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A robot with great humanity

February 20, 2017

MADELEINE BURBIDGE

PB template BCThere are billions of great stories. But when I find one that stirs me, that sings in my heart, that reminds me of all that is good about life and humanity, it’s like finding a stretch of rare orchids on a walk in the countryside while holding the hand of my child.

I found David Lucas’s extraordinarily beautiful and poetic book, ‘The Robot and the Bluebird’ at a robotics exhibition while in Chicago in the summer of 2015. My son (three years old at the time) and I immediately fell in love with Lucas’s story and it remains one of our favourite picture books.

‘The Robot and the Bluebird’ tells the tale of a robot who, because his heart is broken and cannot be mended, is dismissed to a rubbish tip and left to rust. One bitterly cold day, a migrating bluebird lands on his shoulder. The robot tells the bluebird: “… you don’t want to stay here. I’m rubbish”. But then, the robot makes a nest of wires for the exhausted bird in the place where his heart used to be, and the robot immediately feels as though he has a “living, beating heart”.

Then comes the most exquisite passage of the book. In the morning, the robot opens the door to his heart and the bird sings on his metal chest.

“My old heart only ever said ticktock,” said the Robot, “but now my heart is singing.” And the bluebird flew a little way up into the air, and the Robot felt like his heart was flying.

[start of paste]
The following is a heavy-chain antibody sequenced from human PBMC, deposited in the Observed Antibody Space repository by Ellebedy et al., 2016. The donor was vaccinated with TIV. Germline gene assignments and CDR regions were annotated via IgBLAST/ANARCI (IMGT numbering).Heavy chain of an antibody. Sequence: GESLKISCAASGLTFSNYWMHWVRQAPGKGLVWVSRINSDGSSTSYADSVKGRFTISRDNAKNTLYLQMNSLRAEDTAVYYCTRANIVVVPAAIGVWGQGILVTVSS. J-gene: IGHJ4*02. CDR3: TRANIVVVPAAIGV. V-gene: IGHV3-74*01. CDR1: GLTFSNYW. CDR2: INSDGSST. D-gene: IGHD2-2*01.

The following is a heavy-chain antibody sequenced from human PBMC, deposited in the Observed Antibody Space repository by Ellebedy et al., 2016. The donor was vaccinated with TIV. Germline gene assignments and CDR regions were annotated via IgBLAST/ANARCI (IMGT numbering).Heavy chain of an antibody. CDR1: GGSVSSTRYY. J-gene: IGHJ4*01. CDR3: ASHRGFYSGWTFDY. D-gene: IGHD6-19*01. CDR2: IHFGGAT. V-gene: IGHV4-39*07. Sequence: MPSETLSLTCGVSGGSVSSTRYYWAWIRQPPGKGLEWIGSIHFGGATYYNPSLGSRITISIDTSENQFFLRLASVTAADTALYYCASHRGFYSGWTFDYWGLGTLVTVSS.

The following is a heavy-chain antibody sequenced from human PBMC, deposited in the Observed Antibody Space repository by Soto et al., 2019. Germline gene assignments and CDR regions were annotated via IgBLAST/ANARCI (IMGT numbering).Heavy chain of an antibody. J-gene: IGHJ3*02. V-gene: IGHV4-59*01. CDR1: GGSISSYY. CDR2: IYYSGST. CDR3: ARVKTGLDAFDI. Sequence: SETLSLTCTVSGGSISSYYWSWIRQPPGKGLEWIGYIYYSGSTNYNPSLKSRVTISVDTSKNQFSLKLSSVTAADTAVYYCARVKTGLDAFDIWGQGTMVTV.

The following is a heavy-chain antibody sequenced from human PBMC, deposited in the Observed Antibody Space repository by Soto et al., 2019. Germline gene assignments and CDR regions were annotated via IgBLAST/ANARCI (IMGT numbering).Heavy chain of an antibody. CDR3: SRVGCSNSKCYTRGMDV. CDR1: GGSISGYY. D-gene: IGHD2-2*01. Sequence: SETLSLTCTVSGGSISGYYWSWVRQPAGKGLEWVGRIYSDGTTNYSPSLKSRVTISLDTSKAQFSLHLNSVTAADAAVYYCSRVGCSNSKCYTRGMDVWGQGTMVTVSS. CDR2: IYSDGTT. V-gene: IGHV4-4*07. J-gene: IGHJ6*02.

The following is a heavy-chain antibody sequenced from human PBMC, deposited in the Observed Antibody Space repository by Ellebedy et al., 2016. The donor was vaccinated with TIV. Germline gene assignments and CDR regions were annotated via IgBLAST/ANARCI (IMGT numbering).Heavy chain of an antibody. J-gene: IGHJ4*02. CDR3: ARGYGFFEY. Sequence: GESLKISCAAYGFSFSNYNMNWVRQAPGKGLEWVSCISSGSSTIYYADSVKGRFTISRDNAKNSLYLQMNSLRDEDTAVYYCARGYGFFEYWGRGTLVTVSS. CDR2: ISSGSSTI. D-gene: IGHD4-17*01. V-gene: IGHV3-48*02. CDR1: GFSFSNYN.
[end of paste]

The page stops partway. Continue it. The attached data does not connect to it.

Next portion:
The care of others and selflessness are ultimately what brings us humans joy. Without giving and showing love and kindness, we are empty and alone. It is not a depressing, bleak viewpoint but a universal truth that the younger we understand, the better human being we can try to become.

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5 Comments leave one →
  1. February 20, 2017 3:03 pm

    Yes it is a beautiful book. But my favourite book by David Lucas is the Skeleton Pirate. I took a workshop with him and he was amazing. Sunita

  2. February 21, 2017 10:05 am

    I very much agree with last paragraph, especially as we’re living in the age of the individual.
    Many of us know David Lucas from his time with IWFC – he brought a draft of Halibut Jackson to read at one stage.

  3. Rachel Summerson permalink
    February 21, 2017 11:16 pm

    What an enchanting book. I can quite understand why your son loved it.

  4. Alison Allen-Gray permalink
    February 23, 2017 10:31 am

    Thank you for this recommendation, Madeleine. It just so happens that a baby was born to one of our close friends this week, so this will make a wonderful ‘welcome to the world’ present. David used to belong to Islington Writers for Children and I’ve bought several of his books over the years – all lovely.

  5. Buzz About Books permalink*
    March 11, 2017 12:01 pm

    I want to say what a beautifully written review this is. If my name was David Lucas I think I’d want to frame it and hang it on my wall of fame.

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